“Greetings,” Dr. Porter said. “We are from the future.”
The lone Confederate soldier on the bluff lifted his musket in half-panic, pointing it at the elderly doctor and his assistant. They seemed to have appeared out of thin air.
“You have nothing to fear from us,” Dr. Porter continued. “On the contrary, we have come from the 26th century to offer our assistance to the Southern Confederacy.”
The bald scientist opened his hands, with a smile on his silver-bearded face. His associate Isaac Stuart stood beside him, twenty years younger and just as unthreatening. Both men looked professorial, out of place on a field of battle.
Before the soldier could reply, the staccato thunder of gunshots rang out, echoing from the meadow below.
“Y’all seem no harm,” the soldier said. “But I ain’t got time to see after you with the Yankees on the attack.”
He howled as he charged down the hill, into the thick of the fighting.
“The famous rebel yell,” Stuart said. “Was it wise to speak to him like that, doctor? Aren’t we running the risk of contaminating the timeline?”
“But that is precisely why we’re here, is it not?” Dr. Porter replied.
The rolling green dales beneath them swarmed with smoke and flame. Men in blue and gray charged in every direction; a murderous dance of blood and screams.
“Maryland. September 17th, 1862,” he continued. “Doesn’t it look exactly as you imagined it?”
“Ever since I was old enough to use a holo-globe,” Stuart agreed. “But I never dreamed I’d see it in person. Your time travel device is a true work of genius, doctor.”
“Perhaps, but a useless invention if we fail in our efforts here,” Dr. Porter replied. “Did you bury all of the explosives as I instructed?”
“Right under what now appears to be the very center of the Northern lines,” he said. “Won’t it seem suspicious when half of the Union Army is destroyed all at once?”
“In hindsight, perhaps,” the doctor said. “Historians will likely assume an artillery strike exploded an ammunition depot. But the Army of Northern Virginia will not waste time considering their good fortune. However the advantage arises, Robert E. Lee will seize it and drive the Yankees to defeat.”
“A new end to the Battle of Sharpsburg,” Stuart said. “But are you certain it will change the outcome of the war?”
“History recalls that the Union Army held the field here along the Antietam Creek, enough of a victory for Lincoln to issue the Emancipation Proclamation, elevating a conflict between the states into a moral crusade,” the doctor said.
“Which made it impossible for the British to recognize the Confederacy,” Stuart added.
“Depriving our ancestors of a key ally,” Dr. Porter said. “With the United Kingdom on the Confederate side, they would have forced Washington to enter peace talks, ending the war and securing Southern Independence.”
“Soon none of it will matter. We will change that history forever,” Stuart said.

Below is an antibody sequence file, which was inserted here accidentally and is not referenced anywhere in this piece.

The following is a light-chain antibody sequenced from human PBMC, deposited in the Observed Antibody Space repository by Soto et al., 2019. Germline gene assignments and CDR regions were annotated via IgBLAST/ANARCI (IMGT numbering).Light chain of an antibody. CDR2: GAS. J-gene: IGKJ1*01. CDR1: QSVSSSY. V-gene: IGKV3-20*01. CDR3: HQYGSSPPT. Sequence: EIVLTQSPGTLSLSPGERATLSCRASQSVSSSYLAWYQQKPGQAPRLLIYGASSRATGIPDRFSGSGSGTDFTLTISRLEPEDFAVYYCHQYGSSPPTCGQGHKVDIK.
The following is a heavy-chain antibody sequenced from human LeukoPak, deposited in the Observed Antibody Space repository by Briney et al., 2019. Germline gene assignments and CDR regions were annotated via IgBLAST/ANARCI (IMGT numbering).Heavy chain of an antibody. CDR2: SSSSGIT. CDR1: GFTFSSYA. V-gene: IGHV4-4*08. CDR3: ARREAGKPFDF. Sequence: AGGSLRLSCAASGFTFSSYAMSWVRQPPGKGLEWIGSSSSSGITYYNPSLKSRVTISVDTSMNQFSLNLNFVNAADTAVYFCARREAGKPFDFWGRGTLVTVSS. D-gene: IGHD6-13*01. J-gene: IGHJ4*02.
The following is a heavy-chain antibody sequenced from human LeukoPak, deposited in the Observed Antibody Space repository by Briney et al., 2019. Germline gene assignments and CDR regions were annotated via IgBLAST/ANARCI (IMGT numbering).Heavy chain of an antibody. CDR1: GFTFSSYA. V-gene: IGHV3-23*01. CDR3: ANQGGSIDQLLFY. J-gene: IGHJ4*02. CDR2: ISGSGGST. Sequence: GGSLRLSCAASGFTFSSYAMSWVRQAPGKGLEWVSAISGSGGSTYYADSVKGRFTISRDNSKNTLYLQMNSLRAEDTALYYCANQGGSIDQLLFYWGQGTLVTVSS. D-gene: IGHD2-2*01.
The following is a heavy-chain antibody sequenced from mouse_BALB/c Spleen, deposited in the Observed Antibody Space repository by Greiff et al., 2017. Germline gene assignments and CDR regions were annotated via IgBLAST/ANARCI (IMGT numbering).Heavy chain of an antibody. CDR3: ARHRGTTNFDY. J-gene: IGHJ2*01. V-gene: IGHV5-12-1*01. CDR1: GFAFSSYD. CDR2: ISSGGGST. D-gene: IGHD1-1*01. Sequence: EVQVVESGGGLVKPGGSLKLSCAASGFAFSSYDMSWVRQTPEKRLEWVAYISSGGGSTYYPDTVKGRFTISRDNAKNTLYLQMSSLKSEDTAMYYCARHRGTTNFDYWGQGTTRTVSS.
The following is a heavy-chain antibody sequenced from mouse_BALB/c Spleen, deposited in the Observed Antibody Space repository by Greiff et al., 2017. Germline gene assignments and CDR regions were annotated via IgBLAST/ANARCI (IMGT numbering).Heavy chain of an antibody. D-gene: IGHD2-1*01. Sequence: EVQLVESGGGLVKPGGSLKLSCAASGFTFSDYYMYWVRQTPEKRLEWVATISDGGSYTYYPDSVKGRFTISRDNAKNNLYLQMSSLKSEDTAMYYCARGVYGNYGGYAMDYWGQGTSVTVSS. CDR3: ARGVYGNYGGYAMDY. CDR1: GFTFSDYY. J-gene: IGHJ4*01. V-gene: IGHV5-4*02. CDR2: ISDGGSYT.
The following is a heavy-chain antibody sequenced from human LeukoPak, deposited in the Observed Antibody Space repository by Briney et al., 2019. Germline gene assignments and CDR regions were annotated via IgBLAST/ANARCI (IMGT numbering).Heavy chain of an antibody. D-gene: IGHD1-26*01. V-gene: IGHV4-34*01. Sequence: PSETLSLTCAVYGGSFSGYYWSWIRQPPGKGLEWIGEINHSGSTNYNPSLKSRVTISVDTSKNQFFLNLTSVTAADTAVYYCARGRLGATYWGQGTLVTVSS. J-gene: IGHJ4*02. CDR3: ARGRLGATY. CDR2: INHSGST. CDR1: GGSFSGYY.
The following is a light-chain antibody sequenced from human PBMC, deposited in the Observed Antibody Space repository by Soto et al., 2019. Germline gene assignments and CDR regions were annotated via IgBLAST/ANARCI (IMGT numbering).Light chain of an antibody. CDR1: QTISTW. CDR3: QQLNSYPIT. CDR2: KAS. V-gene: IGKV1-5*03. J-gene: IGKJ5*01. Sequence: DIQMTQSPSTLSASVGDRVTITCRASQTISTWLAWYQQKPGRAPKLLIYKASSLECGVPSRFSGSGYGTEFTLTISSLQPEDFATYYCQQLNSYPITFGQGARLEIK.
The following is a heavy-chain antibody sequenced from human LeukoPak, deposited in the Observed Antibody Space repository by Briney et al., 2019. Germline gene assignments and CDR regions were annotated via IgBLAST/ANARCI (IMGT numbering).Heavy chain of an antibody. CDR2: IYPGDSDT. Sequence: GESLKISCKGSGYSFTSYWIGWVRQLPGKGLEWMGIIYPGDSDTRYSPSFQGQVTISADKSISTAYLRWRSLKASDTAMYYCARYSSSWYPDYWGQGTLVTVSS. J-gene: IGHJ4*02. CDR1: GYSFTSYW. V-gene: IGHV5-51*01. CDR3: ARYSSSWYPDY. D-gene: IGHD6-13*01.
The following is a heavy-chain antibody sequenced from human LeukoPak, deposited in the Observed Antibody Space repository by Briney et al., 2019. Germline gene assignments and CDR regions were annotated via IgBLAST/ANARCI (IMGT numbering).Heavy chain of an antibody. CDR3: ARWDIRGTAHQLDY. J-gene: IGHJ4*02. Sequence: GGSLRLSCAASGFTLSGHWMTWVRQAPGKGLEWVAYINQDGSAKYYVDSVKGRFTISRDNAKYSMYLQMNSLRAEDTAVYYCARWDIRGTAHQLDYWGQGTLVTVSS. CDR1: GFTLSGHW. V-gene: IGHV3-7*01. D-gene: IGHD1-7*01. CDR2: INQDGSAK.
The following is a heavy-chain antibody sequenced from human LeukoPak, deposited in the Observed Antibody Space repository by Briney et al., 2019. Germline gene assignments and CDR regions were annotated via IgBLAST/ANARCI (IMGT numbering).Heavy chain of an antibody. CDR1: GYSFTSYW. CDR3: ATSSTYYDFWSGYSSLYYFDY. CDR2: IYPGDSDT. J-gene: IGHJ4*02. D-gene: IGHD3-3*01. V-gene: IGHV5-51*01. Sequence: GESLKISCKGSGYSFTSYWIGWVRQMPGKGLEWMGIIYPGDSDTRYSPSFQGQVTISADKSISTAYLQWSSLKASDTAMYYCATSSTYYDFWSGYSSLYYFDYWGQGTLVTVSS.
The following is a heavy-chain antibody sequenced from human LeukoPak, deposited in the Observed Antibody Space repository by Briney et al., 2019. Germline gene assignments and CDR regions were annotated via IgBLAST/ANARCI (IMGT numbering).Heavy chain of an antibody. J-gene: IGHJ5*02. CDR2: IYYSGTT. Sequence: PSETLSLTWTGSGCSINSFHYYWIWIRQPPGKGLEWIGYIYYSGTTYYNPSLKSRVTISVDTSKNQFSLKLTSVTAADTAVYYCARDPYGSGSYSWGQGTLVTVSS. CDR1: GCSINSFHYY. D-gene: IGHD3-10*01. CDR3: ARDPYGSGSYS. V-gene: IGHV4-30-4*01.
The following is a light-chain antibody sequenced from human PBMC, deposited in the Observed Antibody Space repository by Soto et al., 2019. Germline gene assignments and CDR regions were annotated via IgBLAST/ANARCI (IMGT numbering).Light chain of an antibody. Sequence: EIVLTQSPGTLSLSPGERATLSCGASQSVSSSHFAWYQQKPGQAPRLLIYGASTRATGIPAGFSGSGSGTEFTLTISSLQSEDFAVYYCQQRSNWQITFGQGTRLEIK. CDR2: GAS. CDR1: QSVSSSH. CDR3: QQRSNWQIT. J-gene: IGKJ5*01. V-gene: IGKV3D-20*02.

“There’s one more thing,” the doctor replied, his face grim. “Because of what we’re about to do, altering the timeline so that the Confederacy wins the war, we can never return home. Our world, with one single United States that has lasted for over seven hundred years — will never have existed.”
“It will be an honor to live out my days in the first years of the Southern Republic,” Stuart replied. “Since I was a little boy in Richmond, I’ve dreamed of seeing the Confederacy victorious.”
“As have I,” Dr. Porter replied. “For centuries we’ve said that the South will rise again. After today, it will never have fallen.”
Dr. Porter lifted a silver orb. A holographic image of a control panel opened out of it.
“History now rests in my hands,” he said.
The doctor initiated the detonation sequence on the hologram. But nothing happened. No massive explosion. No cataclysmic hole ripped through the center of the Union Army’s lines. The battle simply went on uninterrupted.
“I don’t understand,” he said, fiddling with the controls a second time. “We did everything exactly right. What could have gone wrong?”
A voice answered from behind them.
“I disconnected your charges.”
They turned. Emerging from the shadows was a man in a black coat.
“Who are you?” Dr. Porter asked.
“I’m from the future,” he said. “My name is Hancock.”
“Have we been betrayed? Did someone send you back to stop us?” Dr. Porter demanded.
“Not quite,” Hancock answered. “You see, I come from a different future. From this future, from a world where the Union lost this battle, and this war. Although I am now quite certain, that misfortune was by your doing alone.”
“But wait,” Stuart said. “You’re saying we did succeed? We changed history to a Confederate victory?”
“In my world,” Hancock answered. “That is why I have come here — to stop you. To return the timeline to what it should always have been, a Northern victory.”
Hancock’s smile faded. From inside his coat he drew a plasma-ray pistol. Dr. Porter recognized the 26th century weapon, a device capable of killing with one shot. Hancock pointed it at them both.
“But why kill us?” Dr. Porter asked. “You’ve foiled our plans. We’re no longer a threat. Leave us here to live out our lives in the nineteenth century.”
“I’m afraid I can’t do that. You might attempt to alter history yet again,” Hancock said. “I am sorry.”
He pointed the pistol and fired. A beam of blue light vaporized both men in an instant.
“Now the timeline is restored,” Hancock said. “The Union will win this battle, and ultimately the war.”
Just then he heard footsteps behind him. He turned. There was a man standing there in a white coat, wearing a confederate battle-flag patch on his shoulder and pointing a much larger gun at him.
“Greetings,” the man said. “I’m from the future.”
Frank Cavallo‘s short fiction has appeared in Ray Gun Revival, Lost Souls and the Warhammer magazine “Hammer and Bolter” from the Black Library. His first novel The Lucifer Messiah was published by Medallion Press.